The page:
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May 18, 2018

Death penalty restoration may get a vote in Illinois House

I have not blogged before about the recent suggestion by the Illinois Gov to restore the death penalty in his state, but this new article reports that the idea may now be headed toward a vote in the Illinois House.  Here are the details:

Democratic House Speaker Michael Madigan agreed Thursday to allow a vote on Gov. Bruce Rauner’s controversial plan to reinstate the death penalty and expand the waiting period to purchase firearms, creating a political minefield Democrats contend could hurt re-election-seeking Republicans more than themselves.

Madigan said the issues the Republican governor raised “deserve a full hearing and consideration before the House.” “We look forward to hearing from stakeholders and continuing our effort to keep our children, our schools and our communities safe from senseless gun violence,” Madigan said in a statement.

Rauner’s rewrite would create a 72-hour “cooling off” period to buy any firearm and reinstate capital punishment for slaying a law enforcement officer or in cases where two or more people are killed. A new bill containing the governor’s plan will be discussed by the House Judiciary Committee on Monday, and Democrats said Madigan intends for it to be eventually called for a full House vote.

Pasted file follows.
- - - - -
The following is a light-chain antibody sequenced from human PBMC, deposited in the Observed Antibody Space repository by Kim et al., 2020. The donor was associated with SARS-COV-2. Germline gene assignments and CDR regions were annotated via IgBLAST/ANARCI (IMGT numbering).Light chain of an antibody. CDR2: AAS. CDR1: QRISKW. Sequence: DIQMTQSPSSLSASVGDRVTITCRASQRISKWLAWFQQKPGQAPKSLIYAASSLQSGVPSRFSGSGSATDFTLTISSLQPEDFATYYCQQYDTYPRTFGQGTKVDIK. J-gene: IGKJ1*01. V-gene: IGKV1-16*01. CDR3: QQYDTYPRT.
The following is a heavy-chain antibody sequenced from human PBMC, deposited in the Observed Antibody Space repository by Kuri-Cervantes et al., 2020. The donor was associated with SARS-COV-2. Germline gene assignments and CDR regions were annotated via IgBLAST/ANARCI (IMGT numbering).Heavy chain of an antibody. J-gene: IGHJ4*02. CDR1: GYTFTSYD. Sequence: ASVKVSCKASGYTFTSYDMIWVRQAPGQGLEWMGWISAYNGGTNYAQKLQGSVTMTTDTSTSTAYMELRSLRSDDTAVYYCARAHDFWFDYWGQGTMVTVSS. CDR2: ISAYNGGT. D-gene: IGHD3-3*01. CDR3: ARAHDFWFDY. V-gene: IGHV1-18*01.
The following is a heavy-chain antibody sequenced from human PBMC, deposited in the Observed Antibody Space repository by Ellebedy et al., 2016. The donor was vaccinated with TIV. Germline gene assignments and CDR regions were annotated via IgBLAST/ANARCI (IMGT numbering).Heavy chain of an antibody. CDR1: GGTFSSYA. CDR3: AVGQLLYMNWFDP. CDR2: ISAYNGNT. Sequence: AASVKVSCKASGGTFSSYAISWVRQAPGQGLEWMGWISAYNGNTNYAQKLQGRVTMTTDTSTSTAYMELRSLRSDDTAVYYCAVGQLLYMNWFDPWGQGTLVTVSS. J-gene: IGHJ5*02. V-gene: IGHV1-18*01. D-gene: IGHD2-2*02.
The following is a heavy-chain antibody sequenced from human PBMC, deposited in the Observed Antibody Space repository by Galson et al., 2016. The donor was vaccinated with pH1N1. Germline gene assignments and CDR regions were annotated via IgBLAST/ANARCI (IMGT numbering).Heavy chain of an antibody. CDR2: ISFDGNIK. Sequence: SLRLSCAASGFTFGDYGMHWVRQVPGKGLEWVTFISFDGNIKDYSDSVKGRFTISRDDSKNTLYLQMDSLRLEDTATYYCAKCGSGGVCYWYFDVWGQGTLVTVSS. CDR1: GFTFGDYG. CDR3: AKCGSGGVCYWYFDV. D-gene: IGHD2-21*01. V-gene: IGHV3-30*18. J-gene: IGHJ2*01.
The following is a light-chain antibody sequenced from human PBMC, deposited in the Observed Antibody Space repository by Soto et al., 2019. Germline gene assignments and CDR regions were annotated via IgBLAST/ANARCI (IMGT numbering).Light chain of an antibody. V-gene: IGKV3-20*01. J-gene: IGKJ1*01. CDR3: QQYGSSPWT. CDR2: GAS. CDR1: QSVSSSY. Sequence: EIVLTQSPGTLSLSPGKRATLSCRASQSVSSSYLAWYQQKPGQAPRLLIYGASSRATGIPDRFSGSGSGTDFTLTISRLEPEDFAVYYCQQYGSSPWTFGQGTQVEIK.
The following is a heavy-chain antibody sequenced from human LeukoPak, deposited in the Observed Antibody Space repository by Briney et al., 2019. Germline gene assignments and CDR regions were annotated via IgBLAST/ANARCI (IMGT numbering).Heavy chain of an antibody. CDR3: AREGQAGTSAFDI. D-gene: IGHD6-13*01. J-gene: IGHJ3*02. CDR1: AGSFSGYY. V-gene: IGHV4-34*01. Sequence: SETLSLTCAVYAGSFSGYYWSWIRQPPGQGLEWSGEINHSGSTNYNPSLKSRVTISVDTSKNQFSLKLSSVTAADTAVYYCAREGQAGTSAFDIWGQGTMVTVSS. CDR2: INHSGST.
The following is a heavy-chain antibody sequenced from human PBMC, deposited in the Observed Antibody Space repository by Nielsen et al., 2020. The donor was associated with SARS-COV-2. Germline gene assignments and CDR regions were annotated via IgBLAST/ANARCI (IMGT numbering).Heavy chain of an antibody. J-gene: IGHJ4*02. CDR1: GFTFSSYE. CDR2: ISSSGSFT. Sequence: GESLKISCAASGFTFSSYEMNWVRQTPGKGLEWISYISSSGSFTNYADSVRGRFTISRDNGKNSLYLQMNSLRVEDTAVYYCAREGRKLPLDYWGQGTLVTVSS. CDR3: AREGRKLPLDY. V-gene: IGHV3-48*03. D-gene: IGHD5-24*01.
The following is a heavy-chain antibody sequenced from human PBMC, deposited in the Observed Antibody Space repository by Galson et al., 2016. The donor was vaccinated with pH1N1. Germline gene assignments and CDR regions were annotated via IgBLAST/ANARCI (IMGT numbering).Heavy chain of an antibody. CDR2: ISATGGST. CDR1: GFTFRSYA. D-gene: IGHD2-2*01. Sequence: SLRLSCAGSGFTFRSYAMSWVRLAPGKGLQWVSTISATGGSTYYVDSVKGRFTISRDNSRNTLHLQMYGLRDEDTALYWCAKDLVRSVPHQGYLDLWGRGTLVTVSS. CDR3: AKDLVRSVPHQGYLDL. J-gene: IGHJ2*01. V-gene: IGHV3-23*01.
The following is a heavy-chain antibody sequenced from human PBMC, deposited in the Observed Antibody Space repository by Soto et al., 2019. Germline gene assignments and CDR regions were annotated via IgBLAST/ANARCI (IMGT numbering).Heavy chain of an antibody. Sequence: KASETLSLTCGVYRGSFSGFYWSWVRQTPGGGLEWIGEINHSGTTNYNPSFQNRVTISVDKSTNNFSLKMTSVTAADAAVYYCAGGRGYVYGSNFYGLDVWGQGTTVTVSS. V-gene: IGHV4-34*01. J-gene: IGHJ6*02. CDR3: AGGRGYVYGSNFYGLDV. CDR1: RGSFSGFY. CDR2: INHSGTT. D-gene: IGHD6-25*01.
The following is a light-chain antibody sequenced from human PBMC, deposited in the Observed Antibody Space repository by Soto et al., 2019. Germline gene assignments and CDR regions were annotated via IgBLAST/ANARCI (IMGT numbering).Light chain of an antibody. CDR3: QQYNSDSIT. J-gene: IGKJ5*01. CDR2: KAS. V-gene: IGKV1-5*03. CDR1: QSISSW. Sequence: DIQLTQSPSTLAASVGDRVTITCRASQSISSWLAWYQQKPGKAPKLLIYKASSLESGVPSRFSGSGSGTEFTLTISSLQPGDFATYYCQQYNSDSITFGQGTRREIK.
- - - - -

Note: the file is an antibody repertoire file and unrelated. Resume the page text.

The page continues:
The move provides some political insulation for Madigan, the chief political nemesis of the re-election-seeking governor. It prevents the governor from attacking the veteran House speaker for defending the lives of cop killers by blocking a vote on Rauner’s crime-fighting initiative. It’s doubtful the Rauner plan would pass the House, but Madigan’s move carries several political risks for individual lawmakers in both parties. It also creates significant complications for rank-and-file Republicans.

Lawmakers on both sides who vote against the measure could find themselves targeted by political opponents as being soft on crime and weak in their support of law enforcement by refusing to lift the state’s seven-year ban on capital punishment. That could particularly impact suburban Democratic lawmakers in a region where the party has made increasing inroads on traditionally Republican territory. Still, several lawmakers who served in 2011 when the state abolished the death penalty following a tarnished history of wrongful convictions are already on record with their vote.

The bill is more complex for Republicans. While reinstating the death penalty has its appeal to Republican voters, Rauner’s plan also would create a 72-hour waiting period for all guns, not just military-style firearms contained in the original bill. An expansion of the waiting period is opposed by the politically powerful National Rifle Association and is at odds with many voters in rural Illinois legislative districts represented by Republicans who champion their support for gun rights.